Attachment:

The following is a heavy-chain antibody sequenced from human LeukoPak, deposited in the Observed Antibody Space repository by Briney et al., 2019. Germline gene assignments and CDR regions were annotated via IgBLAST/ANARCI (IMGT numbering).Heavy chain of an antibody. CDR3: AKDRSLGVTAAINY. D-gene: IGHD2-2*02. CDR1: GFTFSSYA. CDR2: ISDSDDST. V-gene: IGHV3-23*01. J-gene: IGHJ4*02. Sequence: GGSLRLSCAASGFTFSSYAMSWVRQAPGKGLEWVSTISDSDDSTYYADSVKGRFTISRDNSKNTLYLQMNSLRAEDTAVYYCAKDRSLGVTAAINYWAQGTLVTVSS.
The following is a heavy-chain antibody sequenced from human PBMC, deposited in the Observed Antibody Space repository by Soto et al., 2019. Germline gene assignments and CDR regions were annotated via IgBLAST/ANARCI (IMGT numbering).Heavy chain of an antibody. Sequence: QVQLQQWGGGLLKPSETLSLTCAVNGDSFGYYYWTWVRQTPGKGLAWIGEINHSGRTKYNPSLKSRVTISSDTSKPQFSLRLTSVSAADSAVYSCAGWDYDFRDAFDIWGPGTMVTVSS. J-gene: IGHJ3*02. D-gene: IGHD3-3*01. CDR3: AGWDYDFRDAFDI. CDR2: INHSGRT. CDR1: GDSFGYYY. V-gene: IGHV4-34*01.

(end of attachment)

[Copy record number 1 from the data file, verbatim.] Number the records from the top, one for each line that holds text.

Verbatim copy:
The following is a heavy-chain antibody sequenced from human LeukoPak, deposited in the Observed Antibody Space repository by Briney et al., 2019. Germline gene assignments and CDR regions were annotated via IgBLAST/ANARCI (IMGT numbering).Heavy chain of an antibody. CDR3: AKDRSLGVTAAINY. D-gene: IGHD2-2*02. CDR1: GFTFSSYA. CDR2: ISDSDDST. V-gene: IGHV3-23*01. J-gene: IGHJ4*02. Sequence: GGSLRLSCAASGFTFSSYAMSWVRQAPGKGLEWVSTISDSDDSTYYADSVKGRFTISRDNSKNTLYLQMNSLRAEDTAVYYCAKDRSLGVTAAINYWAQGTLVTVSS.